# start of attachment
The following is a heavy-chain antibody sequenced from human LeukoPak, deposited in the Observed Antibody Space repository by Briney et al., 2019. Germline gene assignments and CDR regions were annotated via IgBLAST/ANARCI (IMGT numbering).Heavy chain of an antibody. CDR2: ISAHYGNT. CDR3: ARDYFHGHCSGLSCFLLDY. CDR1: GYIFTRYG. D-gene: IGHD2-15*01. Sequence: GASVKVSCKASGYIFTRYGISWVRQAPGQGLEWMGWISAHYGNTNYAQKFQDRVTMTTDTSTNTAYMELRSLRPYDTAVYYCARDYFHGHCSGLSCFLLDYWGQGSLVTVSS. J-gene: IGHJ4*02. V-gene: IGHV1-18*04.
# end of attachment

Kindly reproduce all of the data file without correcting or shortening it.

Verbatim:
The following is a heavy-chain antibody sequenced from human LeukoPak, deposited in the Observed Antibody Space repository by Briney et al., 2019. Germline gene assignments and CDR regions were annotated via IgBLAST/ANARCI (IMGT numbering).Heavy chain of an antibody. CDR2: ISAHYGNT. CDR3: ARDYFHGHCSGLSCFLLDY. CDR1: GYIFTRYG. D-gene: IGHD2-15*01. Sequence: GASVKVSCKASGYIFTRYGISWVRQAPGQGLEWMGWISAHYGNTNYAQKFQDRVTMTTDTSTNTAYMELRSLRPYDTAVYYCARDYFHGHCSGLSCFLLDYWGQGSLVTVSS. J-gene: IGHJ4*02. V-gene: IGHV1-18*04.